Read through the instructions and chapter 1 questions of this document and answer the question pertaining to chapter 1 (2-3 paragraph answer). Save the answer (as a word doc) to your student drive. You can type your answers (ignore that line in the instructions).
Go ahead and bookmark this site as we'll be using it throughout the course of the semester.
Oh, and use the Chrome browser as well; IE is outdated and doesn't always work well with my site.
My class is pretty much paperless; since you'll be doing most of your work on a computer in college, and, my job is to prepare you for college-level English, the class is structured much like a college class.
What does that mean for you?
Well, for starters, it means that a lot of your required reading will be done outside of class. I try to provide you with links to all of your required reading on this blog, in PDF form, so that you can pull them up and read them anywhere (or print them out, if that's what you prefer).
For essays, we will still write our drafts out by hand (I'll talk about why I believe in that later), but final copies will be turned as word docs through itsLearning.
So, come to class prepared. Much of our class will be discussion based, and if you're not familiar with the text(s) we're discussing, then you won't be able to participate. By the way, that type of behavior will, at the very least, make your life more difficult in college classes. At worst, it may get you thrown out of a class for that day (I had more than one professor in college that would kick you out if they could tell you hadn't read the required texts beforehand).
Other than that, my class is pretty standard. Be respectful of those around you, and be respectful of the room. My room is different than all your other classrooms in that I'm primarily a photography teacher, so often times there will be lots of lights and backgrounds set up. You are not to mess with them. In fact, you don't even need to be on that side of the room. You break it, you buy it, just FYI. I doubt any of you want to buy some "slightly used" studio equipment.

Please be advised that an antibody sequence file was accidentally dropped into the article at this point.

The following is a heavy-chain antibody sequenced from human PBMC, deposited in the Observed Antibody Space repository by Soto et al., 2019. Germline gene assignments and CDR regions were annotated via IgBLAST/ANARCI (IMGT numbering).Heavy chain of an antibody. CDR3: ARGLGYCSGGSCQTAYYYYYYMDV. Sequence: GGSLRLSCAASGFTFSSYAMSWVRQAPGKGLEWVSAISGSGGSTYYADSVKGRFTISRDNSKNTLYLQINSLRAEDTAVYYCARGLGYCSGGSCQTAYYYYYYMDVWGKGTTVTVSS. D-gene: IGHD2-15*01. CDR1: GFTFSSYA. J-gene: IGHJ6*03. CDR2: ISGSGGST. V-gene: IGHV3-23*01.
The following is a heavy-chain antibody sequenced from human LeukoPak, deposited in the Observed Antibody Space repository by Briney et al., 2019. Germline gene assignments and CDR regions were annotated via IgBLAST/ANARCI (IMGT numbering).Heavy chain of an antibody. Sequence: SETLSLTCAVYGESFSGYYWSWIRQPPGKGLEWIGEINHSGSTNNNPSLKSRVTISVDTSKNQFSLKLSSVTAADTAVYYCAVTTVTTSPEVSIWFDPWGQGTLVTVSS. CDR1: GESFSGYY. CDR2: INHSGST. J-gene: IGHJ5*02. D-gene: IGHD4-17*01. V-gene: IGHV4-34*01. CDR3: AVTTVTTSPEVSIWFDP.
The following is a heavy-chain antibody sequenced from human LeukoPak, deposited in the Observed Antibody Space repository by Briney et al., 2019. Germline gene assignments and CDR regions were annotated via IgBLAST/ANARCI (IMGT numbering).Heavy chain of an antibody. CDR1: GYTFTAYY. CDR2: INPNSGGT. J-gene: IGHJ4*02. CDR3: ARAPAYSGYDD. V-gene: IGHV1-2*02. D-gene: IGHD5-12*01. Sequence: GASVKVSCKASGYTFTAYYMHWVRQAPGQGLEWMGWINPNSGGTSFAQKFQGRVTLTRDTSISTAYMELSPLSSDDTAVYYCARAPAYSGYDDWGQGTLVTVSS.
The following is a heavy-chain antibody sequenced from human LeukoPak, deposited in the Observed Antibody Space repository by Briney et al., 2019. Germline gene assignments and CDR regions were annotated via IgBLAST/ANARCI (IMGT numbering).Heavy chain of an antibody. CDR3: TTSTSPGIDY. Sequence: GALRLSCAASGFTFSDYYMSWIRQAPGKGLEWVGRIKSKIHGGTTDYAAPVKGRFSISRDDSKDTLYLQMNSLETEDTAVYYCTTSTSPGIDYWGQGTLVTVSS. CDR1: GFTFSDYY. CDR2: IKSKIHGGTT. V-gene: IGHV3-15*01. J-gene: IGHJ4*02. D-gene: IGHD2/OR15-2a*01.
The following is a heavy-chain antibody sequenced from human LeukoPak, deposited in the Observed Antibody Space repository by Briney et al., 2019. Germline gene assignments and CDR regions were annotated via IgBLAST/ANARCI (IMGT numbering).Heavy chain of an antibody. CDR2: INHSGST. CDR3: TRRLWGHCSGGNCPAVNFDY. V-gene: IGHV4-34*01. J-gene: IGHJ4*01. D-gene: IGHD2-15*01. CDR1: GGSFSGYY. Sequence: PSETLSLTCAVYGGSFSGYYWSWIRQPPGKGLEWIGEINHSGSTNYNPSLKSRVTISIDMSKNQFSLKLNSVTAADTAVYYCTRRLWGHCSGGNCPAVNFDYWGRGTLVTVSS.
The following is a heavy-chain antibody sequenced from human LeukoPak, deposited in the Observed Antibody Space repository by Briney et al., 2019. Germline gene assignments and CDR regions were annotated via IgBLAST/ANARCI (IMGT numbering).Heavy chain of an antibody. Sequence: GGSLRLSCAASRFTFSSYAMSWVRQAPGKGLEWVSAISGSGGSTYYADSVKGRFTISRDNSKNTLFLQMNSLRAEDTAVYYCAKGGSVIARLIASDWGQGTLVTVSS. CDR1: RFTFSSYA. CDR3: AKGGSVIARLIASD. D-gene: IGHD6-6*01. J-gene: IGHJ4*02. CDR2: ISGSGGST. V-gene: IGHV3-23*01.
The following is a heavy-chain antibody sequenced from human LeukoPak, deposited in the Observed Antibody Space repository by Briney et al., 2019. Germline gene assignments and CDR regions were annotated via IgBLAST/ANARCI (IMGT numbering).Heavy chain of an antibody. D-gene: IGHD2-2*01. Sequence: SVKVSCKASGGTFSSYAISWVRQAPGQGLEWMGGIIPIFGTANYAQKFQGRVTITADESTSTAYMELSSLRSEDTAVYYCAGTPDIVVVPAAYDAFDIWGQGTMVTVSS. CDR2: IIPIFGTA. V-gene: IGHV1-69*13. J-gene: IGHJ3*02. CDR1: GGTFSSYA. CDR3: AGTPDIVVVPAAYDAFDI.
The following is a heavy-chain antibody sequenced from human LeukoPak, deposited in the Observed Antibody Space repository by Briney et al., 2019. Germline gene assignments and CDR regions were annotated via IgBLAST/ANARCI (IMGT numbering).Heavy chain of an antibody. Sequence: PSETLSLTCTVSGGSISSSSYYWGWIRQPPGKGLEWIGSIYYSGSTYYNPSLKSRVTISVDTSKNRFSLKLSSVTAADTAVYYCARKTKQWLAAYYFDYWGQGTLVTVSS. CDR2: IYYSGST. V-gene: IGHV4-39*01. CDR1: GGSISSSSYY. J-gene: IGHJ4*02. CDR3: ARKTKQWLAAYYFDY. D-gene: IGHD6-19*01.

Oh, and if you fancy yourself a model, there will be plenty of my photography students later on in the semester who will need models for their assignments.
Before Honor's Day, please complete the following:
1) Turn in any missing work that has been assigned since your return from Spring Break (2nd week of April).
2) Read "The Love Song of J. Alfred Prufrock."This is not an easy poem; many, many books and articles are dedicated to exploring T.S. Eliot's writings, and still today some scholars disagree about interpretations. If you're having trouble, take a look at this site (but be warned, it's crowd-sourced, like Wikipedia, so take everything with a grain of salt).
4) Create a 2-3 paragraph Psychoanalytic Literary Criticism response to the poem. Prufrock is a character ripe for this type of analysis. What is his deal? Why is everything such a challenge for him? What conflicting emotions/desires/neuroses are present? These are just a few directions you could go with while writing a psychoanalytic criticism of the piece.
#2 Then, using the "Questions to Guide Your Literary Criticism" PDF, you are to write both an Archetypal and Feminist literary criticism of "The Wife of Bath's Tale." Each criticism should be 2-3 paragraphs. Refer to the sample literary criticisms below to get an idea of how you should be writing.
#3 After that, read the article below on Psychological Literary Criticism and then, following the same 2-3 paragraph format, you are to write a brief psychological literary criticism of "The Wife of Bath's Tale."
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